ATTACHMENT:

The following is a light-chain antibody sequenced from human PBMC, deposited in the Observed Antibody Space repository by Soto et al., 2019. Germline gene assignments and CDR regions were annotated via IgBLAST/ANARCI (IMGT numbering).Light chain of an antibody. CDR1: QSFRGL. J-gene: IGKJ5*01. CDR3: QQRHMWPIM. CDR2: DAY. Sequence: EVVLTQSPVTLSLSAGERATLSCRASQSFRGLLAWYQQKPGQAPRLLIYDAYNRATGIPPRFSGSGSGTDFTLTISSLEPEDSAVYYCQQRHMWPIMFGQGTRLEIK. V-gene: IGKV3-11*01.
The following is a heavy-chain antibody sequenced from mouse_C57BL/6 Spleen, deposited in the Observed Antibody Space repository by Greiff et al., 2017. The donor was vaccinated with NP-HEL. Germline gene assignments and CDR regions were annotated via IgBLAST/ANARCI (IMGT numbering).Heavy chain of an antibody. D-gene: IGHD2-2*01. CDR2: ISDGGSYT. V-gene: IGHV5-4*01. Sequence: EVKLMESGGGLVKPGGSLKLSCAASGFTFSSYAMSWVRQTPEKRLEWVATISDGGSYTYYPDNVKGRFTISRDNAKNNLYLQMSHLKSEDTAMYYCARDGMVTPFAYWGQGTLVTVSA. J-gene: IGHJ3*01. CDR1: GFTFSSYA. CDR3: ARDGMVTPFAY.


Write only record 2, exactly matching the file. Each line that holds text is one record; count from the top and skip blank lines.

The following is a heavy-chain antibody sequenced from mouse_C57BL/6 Spleen, deposited in the Observed Antibody Space repository by Greiff et al., 2017. The donor was vaccinated with NP-HEL. Germline gene assignments and CDR regions were annotated via IgBLAST/ANARCI (IMGT numbering).Heavy chain of an antibody. D-gene: IGHD2-2*01. CDR2: ISDGGSYT. V-gene: IGHV5-4*01. Sequence: EVKLMESGGGLVKPGGSLKLSCAASGFTFSSYAMSWVRQTPEKRLEWVATISDGGSYTYYPDNVKGRFTISRDNAKNNLYLQMSHLKSEDTAMYYCARDGMVTPFAYWGQGTLVTVSA. J-gene: IGHJ3*01. CDR1: GFTFSSYA. CDR3: ARDGMVTPFAY.